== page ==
California's scenic coastal route is worth the extra time, writes David Whitley.
Kalyra Winery feels as though it's on the wrong side of the Pacific. A surfboard decorated with Aboriginal art is proudly mounted on the tasting room wall, which looks suspiciously like an Australian beach shack. Reg Mombassa prints cover the walls, and the pinot bianco made here goes down dangerously easily.
The connection lies with Kalyra's owners, the Brown brothers, who received their education in South Australia's Barossa Valley before upping sticks to the Santa Ynez Valley in California's Santa Barbara region. Kalyra got a boost when Hollywood paid a visit, too, using the winery as a location when filming the box-office hit film Sideways. The movie instantly made the wine region hip.
As first stops go on a drive north from Los Angeles to San Francisco, Santa Barbara is pretty agreeable. The city's Old Mission church harks back to the Franciscan order that set up shop here in 1786, but the city itself is thoroughly modern and has its share of rollerbladers whizzing past yoga devotees and surfers on the beachfront promenade.
These are among the sights you'll miss if you drive from LA on State Highway 5 for the six-hour run to San Francisco. California richly rewards those who take the long way, using the Pacific Coast Highway and US Highway 101/State Route 1 with overnight stops en route.
For much of the journey, nature provides the thrills. Birdlife teems on the Sahara-meets-sea Guadelupe Dunes. Pristine forest backs the wild surf along the Big Sur stretch of the coast.
One extraordinary sight, however, is man-made. On the hills above San Simeon lies Hearst Castle, an object lesson in how to build a dream home if you've got unlimited money to throw at it. It was the beloved baby of publishing magnate William Randolph Hearst, who spent 28 years adding ever more lavish touches to this pile. On trips to Europe, Hearst saw antiquities he liked and bought them. In the grounds are ancient Egyptian statues, lion fountains from the days of Richard the Lionheart, and wooden choir stalls from mediaeval churches in the Pyrenees. Rubens tapestries hang in a room where Hearst played Monopoly with fellow billionaires. Roman marbles are dotted about, almost as afterthoughts.
David Niven, just one many of Hollywood celebrities invited to stay at the estate, described the vast, temple-like outdoor pool as "an elegant place to drown".
On a tour of Hearst Castle, the elements that drove the man become apparent, and are as fascinating the property. Hearst expected guests to have his relentless energy, organising day-long programs of activities. He was a Democrat, served two terms on Congress, and ran for the US presidency in 1904. His policy of giving women the vote is widely thought to have been his downfall. Rarely does a tour make you so eager to rush out and buy a biography.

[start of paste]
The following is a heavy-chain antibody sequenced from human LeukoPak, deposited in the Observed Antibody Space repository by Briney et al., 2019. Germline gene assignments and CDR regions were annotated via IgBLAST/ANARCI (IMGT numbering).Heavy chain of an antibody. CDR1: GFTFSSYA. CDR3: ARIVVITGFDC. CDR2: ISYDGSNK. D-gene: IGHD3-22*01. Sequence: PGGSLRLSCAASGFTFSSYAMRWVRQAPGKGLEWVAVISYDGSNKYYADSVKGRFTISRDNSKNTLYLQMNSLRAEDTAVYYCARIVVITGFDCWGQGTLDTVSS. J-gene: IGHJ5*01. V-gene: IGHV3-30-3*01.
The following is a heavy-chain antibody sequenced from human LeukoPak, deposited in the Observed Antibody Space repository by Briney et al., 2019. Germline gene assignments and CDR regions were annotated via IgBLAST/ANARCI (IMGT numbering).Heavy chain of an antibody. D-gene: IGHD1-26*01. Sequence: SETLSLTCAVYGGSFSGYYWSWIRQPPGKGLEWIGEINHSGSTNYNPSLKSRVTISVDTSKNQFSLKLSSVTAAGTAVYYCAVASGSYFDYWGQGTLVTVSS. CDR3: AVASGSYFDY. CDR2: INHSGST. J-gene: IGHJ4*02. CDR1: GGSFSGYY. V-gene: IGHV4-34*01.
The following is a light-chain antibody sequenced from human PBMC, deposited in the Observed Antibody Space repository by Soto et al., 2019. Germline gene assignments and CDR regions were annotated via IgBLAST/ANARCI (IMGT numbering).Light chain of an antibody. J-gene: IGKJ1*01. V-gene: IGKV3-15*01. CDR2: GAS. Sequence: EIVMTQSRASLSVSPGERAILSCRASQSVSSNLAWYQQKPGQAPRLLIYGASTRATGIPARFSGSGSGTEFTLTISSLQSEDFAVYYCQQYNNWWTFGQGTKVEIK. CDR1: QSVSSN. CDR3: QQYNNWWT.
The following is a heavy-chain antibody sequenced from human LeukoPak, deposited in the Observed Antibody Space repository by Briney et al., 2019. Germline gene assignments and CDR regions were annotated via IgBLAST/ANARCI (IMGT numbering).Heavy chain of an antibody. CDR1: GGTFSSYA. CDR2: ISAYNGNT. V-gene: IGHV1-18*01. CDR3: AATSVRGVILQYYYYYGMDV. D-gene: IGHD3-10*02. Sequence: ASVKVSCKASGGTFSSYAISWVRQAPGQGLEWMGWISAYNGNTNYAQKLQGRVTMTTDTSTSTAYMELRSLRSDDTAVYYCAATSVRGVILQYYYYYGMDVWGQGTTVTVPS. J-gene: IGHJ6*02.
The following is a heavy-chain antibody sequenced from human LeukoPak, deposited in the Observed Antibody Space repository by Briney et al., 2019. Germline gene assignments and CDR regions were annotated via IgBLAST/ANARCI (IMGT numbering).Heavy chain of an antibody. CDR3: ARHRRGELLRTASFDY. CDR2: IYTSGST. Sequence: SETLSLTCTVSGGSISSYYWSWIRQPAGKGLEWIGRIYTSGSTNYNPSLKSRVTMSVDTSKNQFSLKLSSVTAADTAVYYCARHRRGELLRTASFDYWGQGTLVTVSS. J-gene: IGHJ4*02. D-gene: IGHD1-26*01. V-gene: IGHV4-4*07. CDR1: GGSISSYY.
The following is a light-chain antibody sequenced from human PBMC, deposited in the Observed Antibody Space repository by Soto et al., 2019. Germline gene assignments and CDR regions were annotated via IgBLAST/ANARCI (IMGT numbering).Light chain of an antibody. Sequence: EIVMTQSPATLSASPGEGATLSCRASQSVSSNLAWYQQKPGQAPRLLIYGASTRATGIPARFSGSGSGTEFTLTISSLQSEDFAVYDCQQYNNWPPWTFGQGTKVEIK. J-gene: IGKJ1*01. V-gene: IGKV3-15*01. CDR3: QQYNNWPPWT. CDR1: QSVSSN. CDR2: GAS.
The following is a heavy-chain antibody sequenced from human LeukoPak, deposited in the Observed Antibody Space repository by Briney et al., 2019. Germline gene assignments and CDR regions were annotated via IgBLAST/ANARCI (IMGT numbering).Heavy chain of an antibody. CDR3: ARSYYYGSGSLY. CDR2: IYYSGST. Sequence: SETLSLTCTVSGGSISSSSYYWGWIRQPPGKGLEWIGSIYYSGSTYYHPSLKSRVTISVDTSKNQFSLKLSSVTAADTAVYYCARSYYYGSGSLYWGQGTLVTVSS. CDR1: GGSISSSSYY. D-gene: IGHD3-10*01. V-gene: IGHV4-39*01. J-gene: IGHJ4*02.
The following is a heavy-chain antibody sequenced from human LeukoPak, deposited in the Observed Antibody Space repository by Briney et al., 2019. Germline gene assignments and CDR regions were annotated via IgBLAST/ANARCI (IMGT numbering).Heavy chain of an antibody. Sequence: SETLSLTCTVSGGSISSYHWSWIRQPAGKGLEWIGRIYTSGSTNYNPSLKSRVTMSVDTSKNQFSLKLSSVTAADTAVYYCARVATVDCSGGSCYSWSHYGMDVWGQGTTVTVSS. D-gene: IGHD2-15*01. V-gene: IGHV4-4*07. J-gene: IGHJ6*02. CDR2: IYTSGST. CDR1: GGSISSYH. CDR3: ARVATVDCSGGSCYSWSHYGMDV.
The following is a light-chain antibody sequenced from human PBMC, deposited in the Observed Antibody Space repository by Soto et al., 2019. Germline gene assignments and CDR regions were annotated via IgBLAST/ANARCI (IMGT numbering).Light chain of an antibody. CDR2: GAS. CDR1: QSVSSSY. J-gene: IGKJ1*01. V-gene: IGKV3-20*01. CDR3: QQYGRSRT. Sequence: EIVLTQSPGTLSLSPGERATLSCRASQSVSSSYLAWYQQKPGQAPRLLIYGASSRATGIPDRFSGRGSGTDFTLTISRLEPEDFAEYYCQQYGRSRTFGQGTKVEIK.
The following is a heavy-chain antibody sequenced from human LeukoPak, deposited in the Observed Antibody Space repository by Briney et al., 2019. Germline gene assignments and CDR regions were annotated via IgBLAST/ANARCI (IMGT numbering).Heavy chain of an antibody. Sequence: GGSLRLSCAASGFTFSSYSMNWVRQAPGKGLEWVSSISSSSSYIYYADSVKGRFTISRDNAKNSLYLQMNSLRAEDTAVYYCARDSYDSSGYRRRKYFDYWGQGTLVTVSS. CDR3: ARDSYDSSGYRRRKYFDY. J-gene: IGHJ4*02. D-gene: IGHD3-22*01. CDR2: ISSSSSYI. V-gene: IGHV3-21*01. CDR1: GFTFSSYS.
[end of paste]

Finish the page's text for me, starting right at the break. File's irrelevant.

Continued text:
A few miles up the coast from Hearst Castle, near the Piedras Blancas lighthouse, is a beach that you'll have trouble stretching out a towel on. It's chock-full of elephant seals, once almost hunted to extinction for their blubber. Visitors use the viewing platform above the beach, watching the wildlife picking fights with one another or nurturing their young. There's an awful lot of honking going on, too - both in terms of noise and smell.
More sea life is in evidence on the waters of Monterey Bay. It's a major stop on the whale migration route, and the big beasts are usually fairly easy to spot. But Dorris Welch, on-board marine biologist for Sanctuary Cruises, understands their reticence.
"The whales are shy when orcas are around," she says. "They feed on the whale calves."
Orcas may be spotted, too, and may flit around your tour boat - until they spot a harbour seal. What happens next is both a privilege and a horror to watch. The orcas treat the seal like a plaything. They stalk it as a pod, corner it and slowly tear it to pieces. This is nature as directed by Scorsese rather than Disney.
On the way back in, however, there's a merciful dose of cute to balance out the visceral scenes of aquatic savagery. Sea otters, gorgeous whiskery faces bobbing on the water, form an adorable honour guard for the returning sailors.
For the last leg of the journey to San Francisco, a decision needs to be made. Head inland, and you're in John Steinbeck country. Many of the Nobel Prize-winning author's novels, including Of Mice And Men, were set in the agricultural lands around his home town of Salinas. His house and the National Steinbeck Centre are in Salinas itself.
Stay on the the coast road and you will reach Santa Cruz, as close to the archetype of seaside Californian charm as you could wish to find. At the Santa Cruz Beach Boardwalk, a faded hippie, surf-bum culture meets nostalgic family fun at the amusement park, where the Giant Dipper rollercoaster - a fixture since 1924 - takes visitors up high for million-dollar views before plunging.
Taking the time to go the long way between key cities in California has never seemed more right.
The writer travelled at his expense.
Spanish Garden Inn, Santa Barbara. Rooms from $280, see spanishgardeninn.com. El Colibri, Cambria. Rooms from $145, see
Most rental companies won't charge one-way fees for pick-ups in Los Angeles and drop-offs in San Francisco (but do check before confirming the booking). San Francisco has excellent public transport, so plan to drop off the car as soon as you can.